The ambiguity of qualitative assessment is acceptable in narrow contexts, but it expands as qualitative values are aggregated and brought forward in ways that strip away their origins. Expertise removed from its context becomes biased opinion, making aggregate ratings difficult to interpret even at small scale and reducing them to noise as scale expands across large, complex enterprises. By the time that these values are used to create organizational “stoplight” charts and other strategic management indicators, the odds are in favor of significant risks being overshadowed by the effects of aggregation.

So-called “semi-quantitative” analysis is frequently touted as a compromise. However, assigning numeric values to the assessments does nothing to improve the underlying reality. Ten is higher than one, but does ten ranking means “ten times higher,” or are the values merely ordinal? And if ten is meant to be a ten-times factor, has every organizational unit and the business team agreed on the scale? Semi-qualitative assessment cloaks opinions in numeric form. For comparison in context, this can add precision. Stripped of context, the appearance of a mathematical basis promotes false credibility.

To make risk analysis work, we need to value assets in the way that organizations truly value them. That means thinking in terms of dollars, not qualitative rankings. Most business functions are not direct producers of revenue, but every business function should have a purpose whose absence if undone had an annualized impact. Some information assets are essential to those functions, and their value is the value of the functions themselves. Other assets are fractional contributors.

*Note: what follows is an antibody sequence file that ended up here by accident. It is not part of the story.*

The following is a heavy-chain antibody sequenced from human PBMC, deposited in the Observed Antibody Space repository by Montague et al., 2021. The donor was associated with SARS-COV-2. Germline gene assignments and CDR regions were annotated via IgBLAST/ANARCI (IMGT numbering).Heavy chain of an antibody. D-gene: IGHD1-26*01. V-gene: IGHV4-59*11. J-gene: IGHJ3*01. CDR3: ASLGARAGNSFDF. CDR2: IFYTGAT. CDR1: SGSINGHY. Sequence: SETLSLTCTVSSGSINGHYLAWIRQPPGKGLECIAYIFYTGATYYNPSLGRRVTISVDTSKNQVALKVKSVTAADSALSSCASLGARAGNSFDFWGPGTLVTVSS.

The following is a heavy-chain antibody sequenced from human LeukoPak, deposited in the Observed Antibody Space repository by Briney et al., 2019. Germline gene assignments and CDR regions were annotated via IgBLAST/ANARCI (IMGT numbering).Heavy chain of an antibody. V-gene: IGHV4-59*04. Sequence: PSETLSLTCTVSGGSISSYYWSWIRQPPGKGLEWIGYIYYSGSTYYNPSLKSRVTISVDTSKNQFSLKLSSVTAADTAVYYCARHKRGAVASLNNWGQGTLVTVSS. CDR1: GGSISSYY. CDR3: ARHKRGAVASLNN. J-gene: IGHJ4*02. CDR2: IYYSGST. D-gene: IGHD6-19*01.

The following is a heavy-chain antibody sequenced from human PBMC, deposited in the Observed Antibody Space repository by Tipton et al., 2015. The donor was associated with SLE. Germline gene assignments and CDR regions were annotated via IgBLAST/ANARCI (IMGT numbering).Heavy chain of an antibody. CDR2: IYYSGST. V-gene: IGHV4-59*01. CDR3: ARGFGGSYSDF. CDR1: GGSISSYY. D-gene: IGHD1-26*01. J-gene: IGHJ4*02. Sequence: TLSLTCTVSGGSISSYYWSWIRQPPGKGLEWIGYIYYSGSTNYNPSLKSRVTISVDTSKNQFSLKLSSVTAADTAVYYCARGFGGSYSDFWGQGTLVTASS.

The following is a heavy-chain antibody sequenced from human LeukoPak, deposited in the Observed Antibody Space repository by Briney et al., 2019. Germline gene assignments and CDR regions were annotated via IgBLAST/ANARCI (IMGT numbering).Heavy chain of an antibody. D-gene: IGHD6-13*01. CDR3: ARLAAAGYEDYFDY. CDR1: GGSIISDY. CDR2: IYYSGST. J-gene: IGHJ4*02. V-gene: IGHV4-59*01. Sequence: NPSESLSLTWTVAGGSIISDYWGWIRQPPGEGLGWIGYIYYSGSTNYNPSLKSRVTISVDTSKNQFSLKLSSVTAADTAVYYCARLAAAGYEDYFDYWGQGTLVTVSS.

Determining the true value of organizational functions and assets may be time-consuming and complicated, but it can be done. It is worth doing because dollar-value quantification provides a basis for real mathematical calculations. When combined with genuine probability estimates from effective vulnerability assessment and threat intelligence programs, true valuation of processes and assets allows organizations to quantify the long-term loss potential for a range of impacts. It also gives them an understanding of both their short-run maximums and key factors that create exposure. The effort put into getting to this point makes risk treatment decisions simple, weighing localized and overall risk appetites against both potential and likely costs in a given period. Proposals for mitigation strategies or new risk-sharing arrangements can be weighed in direct cost-benefit terms.

Be forewarned that a move to quantitative analysis is not a “one and done” approach. Assets, processes, vulnerabilities, and the overall threat picture all change regularly.

What we need is a commitment to continuous value quantification to complement existing programs for continuous monitoring. It will not be simple or easy to do—but it is the path that leads us to the best outcomes for managing risk.